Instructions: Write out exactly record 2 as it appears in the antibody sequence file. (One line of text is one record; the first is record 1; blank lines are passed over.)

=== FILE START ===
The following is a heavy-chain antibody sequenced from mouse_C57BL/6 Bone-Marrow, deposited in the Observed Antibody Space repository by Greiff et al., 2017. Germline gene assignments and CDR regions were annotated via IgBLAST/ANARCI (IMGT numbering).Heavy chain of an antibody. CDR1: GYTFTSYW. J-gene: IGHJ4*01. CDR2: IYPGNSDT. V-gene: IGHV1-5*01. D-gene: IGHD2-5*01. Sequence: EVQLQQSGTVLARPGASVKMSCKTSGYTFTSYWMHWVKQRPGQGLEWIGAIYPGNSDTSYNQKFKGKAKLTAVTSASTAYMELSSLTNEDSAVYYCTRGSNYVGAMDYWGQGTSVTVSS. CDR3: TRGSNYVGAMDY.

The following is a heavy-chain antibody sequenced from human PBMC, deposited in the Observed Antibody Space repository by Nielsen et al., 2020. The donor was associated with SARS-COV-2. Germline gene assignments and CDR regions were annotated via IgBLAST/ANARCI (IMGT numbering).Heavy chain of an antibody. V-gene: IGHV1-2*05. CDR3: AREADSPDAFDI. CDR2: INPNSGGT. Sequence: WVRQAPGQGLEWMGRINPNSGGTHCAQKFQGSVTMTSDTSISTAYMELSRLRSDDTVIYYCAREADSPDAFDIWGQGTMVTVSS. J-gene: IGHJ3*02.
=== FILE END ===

The following is a heavy-chain antibody sequenced from human PBMC, deposited in the Observed Antibody Space repository by Nielsen et al., 2020. The donor was associated with SARS-COV-2. Germline gene assignments and CDR regions were annotated via IgBLAST/ANARCI (IMGT numbering).Heavy chain of an antibody. V-gene: IGHV1-2*05. CDR3: AREADSPDAFDI. CDR2: INPNSGGT. Sequence: WVRQAPGQGLEWMGRINPNSGGTHCAQKFQGSVTMTSDTSISTAYMELSRLRSDDTVIYYCAREADSPDAFDIWGQGTMVTVSS. J-gene: IGHJ3*02.